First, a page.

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Character Education: Good Hearts Lead to Good Grades (page 2)

Character Education: Good Hearts Lead to Good Grades

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Updated on Jul 30, 2013

Why Is Character Education So Important Today?

If you look at the history of modern American education, you see a certain trend. “The No Child Left Behind Act has been around for ten years,” says Elias. “And for ten years we’ve focused on academics to the exclusion of nearly all else. When it hasn’t worked, our response has been to increase our focus on academics even more.” The nation has spent an extraordinary amount of money on improving the academics in the classroom, and teachers have been forced to teach content, content, and more content. In the minds of many character education supporters, it’s time for a change.

Disrespect, irresponsibility, and other character flaws are the bane of today’s society. Children absorb these character flaws as if through osmosis, purely by looking at those around them. In Elias’s opinion, this starts with political leaders and governments who act disrespectfully towards teachers, forcing them to conform to test prep that doesn’t help and negatively labeling the ones who are less successful with raising their students’ test scores. “Why should children respect people who are so publicly disrespected?” Elias asks. The answer? They don’t.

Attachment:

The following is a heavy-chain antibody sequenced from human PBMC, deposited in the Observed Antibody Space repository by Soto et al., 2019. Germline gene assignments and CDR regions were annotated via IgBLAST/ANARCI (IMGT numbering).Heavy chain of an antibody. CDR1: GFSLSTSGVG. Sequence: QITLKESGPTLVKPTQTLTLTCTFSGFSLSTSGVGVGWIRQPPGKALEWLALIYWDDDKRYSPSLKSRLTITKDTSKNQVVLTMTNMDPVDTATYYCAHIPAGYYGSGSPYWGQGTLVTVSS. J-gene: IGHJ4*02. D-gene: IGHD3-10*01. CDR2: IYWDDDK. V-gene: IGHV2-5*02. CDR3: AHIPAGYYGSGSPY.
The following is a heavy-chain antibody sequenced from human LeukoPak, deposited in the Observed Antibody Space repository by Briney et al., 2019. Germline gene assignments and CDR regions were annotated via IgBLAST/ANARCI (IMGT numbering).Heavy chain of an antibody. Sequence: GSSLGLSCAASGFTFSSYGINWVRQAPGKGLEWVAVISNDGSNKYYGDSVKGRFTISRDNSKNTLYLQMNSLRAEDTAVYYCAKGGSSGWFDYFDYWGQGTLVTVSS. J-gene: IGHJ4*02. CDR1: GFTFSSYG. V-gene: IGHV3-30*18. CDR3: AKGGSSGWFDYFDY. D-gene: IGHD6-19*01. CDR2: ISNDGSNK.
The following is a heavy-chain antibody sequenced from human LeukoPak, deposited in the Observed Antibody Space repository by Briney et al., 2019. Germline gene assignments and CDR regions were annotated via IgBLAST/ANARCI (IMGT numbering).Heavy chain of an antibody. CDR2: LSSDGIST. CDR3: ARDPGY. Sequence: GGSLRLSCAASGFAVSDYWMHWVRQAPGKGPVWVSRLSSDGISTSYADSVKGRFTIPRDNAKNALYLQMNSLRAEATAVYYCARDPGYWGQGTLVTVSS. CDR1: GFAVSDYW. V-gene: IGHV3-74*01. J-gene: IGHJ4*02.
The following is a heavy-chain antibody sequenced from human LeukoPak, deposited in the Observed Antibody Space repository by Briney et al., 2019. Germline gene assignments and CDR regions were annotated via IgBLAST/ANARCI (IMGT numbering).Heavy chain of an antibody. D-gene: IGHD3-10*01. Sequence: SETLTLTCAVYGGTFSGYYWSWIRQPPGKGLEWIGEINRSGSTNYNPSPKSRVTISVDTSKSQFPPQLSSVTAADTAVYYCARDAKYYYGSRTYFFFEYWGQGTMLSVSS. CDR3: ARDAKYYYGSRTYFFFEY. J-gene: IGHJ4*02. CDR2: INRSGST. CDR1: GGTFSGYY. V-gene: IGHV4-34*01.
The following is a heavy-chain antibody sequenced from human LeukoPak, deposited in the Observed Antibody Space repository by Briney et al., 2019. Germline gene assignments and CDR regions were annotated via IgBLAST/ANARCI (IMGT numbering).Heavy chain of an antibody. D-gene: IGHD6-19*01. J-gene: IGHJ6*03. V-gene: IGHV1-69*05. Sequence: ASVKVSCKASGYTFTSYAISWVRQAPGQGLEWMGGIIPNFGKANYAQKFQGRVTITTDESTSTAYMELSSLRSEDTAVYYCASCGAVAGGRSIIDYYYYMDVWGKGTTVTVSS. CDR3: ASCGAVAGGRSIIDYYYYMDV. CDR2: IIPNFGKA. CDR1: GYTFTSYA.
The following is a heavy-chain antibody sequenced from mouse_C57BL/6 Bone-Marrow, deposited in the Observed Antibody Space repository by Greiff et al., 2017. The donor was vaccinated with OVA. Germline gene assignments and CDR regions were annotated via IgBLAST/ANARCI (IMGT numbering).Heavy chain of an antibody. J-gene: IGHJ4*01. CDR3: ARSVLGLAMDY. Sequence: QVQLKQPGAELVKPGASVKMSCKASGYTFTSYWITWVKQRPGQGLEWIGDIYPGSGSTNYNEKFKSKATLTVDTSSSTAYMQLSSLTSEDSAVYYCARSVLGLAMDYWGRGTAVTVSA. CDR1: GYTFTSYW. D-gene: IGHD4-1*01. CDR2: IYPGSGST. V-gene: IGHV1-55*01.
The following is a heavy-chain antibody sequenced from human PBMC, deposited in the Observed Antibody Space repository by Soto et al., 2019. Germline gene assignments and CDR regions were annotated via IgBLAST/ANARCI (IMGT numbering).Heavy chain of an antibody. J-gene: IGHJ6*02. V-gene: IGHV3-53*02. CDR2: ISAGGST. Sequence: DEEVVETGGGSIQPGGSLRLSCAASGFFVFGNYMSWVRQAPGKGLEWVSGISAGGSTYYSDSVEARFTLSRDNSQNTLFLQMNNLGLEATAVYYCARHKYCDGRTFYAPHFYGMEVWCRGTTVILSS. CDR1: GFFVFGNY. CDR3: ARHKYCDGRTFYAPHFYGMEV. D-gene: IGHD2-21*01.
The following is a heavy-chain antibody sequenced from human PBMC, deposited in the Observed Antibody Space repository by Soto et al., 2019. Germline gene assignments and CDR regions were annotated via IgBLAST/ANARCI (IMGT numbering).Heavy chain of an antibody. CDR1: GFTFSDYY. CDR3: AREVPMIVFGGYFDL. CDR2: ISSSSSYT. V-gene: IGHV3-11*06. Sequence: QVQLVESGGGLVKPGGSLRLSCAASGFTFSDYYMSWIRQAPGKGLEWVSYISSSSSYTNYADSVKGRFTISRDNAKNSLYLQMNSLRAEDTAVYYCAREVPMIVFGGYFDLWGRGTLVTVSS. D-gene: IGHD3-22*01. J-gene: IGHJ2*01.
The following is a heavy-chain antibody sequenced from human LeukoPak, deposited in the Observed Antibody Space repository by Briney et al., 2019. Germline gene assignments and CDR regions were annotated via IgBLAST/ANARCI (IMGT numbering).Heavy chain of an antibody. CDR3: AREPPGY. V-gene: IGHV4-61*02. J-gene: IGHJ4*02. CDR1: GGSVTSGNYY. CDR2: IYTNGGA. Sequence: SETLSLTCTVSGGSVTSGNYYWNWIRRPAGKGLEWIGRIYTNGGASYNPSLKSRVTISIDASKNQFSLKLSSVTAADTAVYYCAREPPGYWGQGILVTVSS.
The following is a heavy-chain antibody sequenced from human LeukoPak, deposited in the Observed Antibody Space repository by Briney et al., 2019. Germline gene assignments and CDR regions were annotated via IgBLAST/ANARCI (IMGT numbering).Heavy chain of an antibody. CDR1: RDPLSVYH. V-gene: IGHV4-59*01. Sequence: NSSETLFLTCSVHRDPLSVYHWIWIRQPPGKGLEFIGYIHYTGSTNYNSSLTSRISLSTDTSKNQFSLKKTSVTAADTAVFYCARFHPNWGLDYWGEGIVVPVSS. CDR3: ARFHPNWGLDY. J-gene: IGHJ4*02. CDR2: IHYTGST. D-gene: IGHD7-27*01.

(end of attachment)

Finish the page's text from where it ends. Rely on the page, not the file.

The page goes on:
How Does Character Education Work?

If you’ve never seen character education at work before, you may wonder what it actually entails. In truth, it looks almost exactly like any other form of high-quality instruction. The teacher explains a concept to the class, they discuss how to apply the concept, and they use experiential learning – such as role playing or groupwork – to ensure that they understand what they have learned. But character education is not limited to actual instruction time.

Everyone needs to be onboard with this initiative in order for it to work. Kids are usually receptive to the idea, but teachers also need to agree to create a school climate that will enable the program to succeed. That means, for example, that teachers do not only preach respect, they also practice it – towards students and towards each other.

Child psychiatrist Dr. James P. Comer has said that character actually gets caught like a cold. Supporters of character education, as well as the research that stands behind them, maintain that their programs can help children to succeed not only in the classroom, but in life.

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